Another episode. Spring of 2001. At that time we had been pinning our political hopes on Viktor Yushchenko — the then Prime Minister of Ukraine, but his relationship with the President of Ukraine had been exacerbated and there was a threat of resignation. We decided to go through the streets with placards in support of him, but not to provoke further aggravation of relations between the two senior officials of Ukraine. First, the authorities officially allowed our column to march, but before the demonstration, to the place of people's gathering near the Opera House there came police officials and warned us that the action was banned. People had gathered, and we decided to go. To give people more confidence, I headed the column. I remember how we went along Richelieu Street, chanting the quite neutral slogan “Yushchenko!” and “Yes to Yushchenko!”. I was no longer the leader of the Narodnyi Rukh, but was still a member of its regional government. Suddenly the situation behind me changed, we were joined by a group of young people who began to chant the slogan, “Kuchma — to prison!” In between chanting they would talk friendly with the then leader of our Organization. My conclusion was simple — it was a planned and coordinated provocation. I left my place in front of the column, came up to the Chairman and in an ultimatum form demanded either to stop the action, or to get rid of the unexpected helpers. We did the latter. The demonstration continued, but it had lost its positive content.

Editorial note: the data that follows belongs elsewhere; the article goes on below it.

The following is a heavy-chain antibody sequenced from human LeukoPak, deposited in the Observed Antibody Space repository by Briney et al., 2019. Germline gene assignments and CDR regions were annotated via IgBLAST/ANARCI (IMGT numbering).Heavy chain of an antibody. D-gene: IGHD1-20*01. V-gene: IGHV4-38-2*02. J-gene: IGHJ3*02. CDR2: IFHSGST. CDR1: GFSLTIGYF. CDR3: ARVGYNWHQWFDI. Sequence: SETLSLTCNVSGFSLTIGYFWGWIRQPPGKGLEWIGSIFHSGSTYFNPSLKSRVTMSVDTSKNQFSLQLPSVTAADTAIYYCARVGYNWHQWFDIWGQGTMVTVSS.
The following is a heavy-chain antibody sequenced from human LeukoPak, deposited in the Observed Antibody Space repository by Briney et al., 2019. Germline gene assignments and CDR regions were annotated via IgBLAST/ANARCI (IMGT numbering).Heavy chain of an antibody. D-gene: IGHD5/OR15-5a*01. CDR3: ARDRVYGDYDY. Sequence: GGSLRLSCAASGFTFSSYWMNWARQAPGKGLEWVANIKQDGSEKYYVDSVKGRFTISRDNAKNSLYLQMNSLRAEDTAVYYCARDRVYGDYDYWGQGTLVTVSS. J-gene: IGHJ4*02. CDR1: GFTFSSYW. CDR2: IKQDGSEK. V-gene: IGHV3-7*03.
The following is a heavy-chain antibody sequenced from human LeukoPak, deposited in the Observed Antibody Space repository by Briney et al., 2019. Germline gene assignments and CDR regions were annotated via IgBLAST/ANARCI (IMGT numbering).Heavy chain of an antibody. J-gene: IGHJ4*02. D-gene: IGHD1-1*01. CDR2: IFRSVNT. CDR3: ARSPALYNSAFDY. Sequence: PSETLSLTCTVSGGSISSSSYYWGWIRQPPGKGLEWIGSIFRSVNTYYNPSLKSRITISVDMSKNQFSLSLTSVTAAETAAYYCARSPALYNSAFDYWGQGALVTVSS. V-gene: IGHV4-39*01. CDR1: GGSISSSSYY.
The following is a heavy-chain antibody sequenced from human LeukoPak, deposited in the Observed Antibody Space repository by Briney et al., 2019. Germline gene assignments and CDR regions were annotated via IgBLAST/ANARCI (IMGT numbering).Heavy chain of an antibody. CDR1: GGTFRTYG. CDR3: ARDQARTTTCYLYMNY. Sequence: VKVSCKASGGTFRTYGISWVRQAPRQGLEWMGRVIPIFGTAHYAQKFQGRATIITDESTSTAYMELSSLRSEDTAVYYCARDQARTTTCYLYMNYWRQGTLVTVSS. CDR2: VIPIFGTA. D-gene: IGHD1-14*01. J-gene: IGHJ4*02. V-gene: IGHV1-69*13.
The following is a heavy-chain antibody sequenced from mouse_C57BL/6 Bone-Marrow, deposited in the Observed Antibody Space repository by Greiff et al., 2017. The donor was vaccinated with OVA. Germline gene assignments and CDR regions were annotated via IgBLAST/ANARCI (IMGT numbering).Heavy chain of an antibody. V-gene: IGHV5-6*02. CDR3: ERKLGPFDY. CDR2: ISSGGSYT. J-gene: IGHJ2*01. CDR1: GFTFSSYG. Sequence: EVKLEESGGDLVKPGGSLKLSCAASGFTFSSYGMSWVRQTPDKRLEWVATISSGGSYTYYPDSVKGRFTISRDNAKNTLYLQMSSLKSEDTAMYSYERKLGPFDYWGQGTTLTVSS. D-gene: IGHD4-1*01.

I remembered this case in Odessa, when I read in the media about the chanting in Przemysl: “Death to Ukrainians!”. Let's not jump to conclusions. Ukrainians and Poles have only one alternative: either to die together as nations, or to win together. The right idea is gaining unprecedented additional power in the world, when it goes beyond the borders and already does not divide the peoples but unites them. German National Socialism was an ideology not only for the Germans, but also for many other European nations, that is why it was such a huge threat to the rest of the world, that is why the struggle against it continues. By contrast, Italian fascism had never gone outside Italy, so it is almost forgotten and no one blames Italians for their nationalist past.

As you know, Ukraine's political life began with two public organizations: the Taras Shevchenko Ukrainian Language Society and Memorial which were founded in early 1989. The Memorial in Odessa, has never gone beyond the intellectual circle, while the Society of the Ukrainian Language, known in Odessa as the “Southern Community”, was originally a rather mass organization. It became the basis for foundation, somewhere in half a year, of a new mass organization — the People's Movement of Ukraine (Rukh). The latter Organization, setting political goals — coming to power, was appealing to people of different nationalities.